By Deivina Peethamparam,Tony Gooch,Chris Mossman and
It isn't news for most of us that prospective employees have
workplace rights. James Hardie Australia Pty Ltd ("James
Hardie") found this out the hard way when the FWO investigated
the company for alleged discrimination against a prospective male
employee in Perth. The prospective employee made an official
complaint to the FWO when James Hardie refused to employ him
because he had a physical disability.
The prospective employee applied for a job in 2010 as a business
development manager and was originally offered the position. James
Hardie did not inform the prospective employee that the offer was
reliant on him satisfactorily completing a medical assessment, nor
did the advertised job position disclose any physical requirements
of the job. Nonetheless, the prospective employee agreed to undergo
the medical assessment and during such assessment, disclosed a
long-term shoulder injury. The subsequent medical report stated
that because of the prospective employee's injury, he would be
subject to restrictions and injury risks in performing tasks such
as lifting heavy products and climbing ladders.
On the basis of the medical report and without consulting the
prospective employee, James Hardie withdrew the job offer. The
prospective employee subsequently made a complaint to the FWO.
Following its investigation, the FWO determined that James
Hardie's actions breached the anti-discrimination provisions of
Australia's workplace laws. Of particular relevance was the
fact that it would be unlikely that any of the restrictions in the
medical report would substantially affect the prospective employee
in the performance of his role as business development manager.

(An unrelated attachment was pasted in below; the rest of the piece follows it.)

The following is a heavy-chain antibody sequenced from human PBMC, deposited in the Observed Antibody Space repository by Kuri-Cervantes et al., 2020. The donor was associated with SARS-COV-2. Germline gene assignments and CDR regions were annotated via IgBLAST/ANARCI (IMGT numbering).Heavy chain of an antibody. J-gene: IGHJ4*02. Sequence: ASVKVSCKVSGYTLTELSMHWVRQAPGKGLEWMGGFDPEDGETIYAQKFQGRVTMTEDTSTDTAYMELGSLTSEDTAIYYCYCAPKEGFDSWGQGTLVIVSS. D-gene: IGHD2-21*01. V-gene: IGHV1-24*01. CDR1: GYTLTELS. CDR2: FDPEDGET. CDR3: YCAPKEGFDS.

As part of the Enforceable Undertaking, James Hardie agreed to
pay the man $30,000 compensation and to conduct an extensive review
and update to its workplace policies to ensure compliance with
workplace laws in the future. James Hardie also agreed to donate
$10,000 to the AED Legal Centre (a Melbourne-based centre providing
legal advocacy to people with a disability in the areas of
employment, education and training) and place an advertisement in
The Weekend Australian newspaper detailing its breaches and
apologising for them.
The FWO has subsequently made the point that any medical
assessments need to be confined to assessing a worker's ability
to perform the inherent requirements of the position. Further, any
medical report should be carefully considered and the worker should
be consulted, prior to making any determination with respect to the
worker's ability to perform the inherent requirements of the
To print this article, all you need is to be registered on Mondaq.com.
Click to Login as an existing user or Register so you can print this article.
Long experience representing many of Australia's leading employers has taught us that in employment litigation the identity of an employee's representative is a major factor in how employee litigation runs.
Australian employees receive certain entitlements (such as annual leave and superannuation) where contractors do not.
Some comments from our readers… “The articles are extremely timely and highly applicable” “I often find critical information not available elsewhere” “As in-house counsel, Mondaq’s service is of great value”
Register for Access and our Free Biweekly Alert for
This service is completely free. Access 250,000 archived articles from 100+ countries and get a personalised email twice a week covering developments (and yes, our lawyers like to think you’ve read our Disclaimer).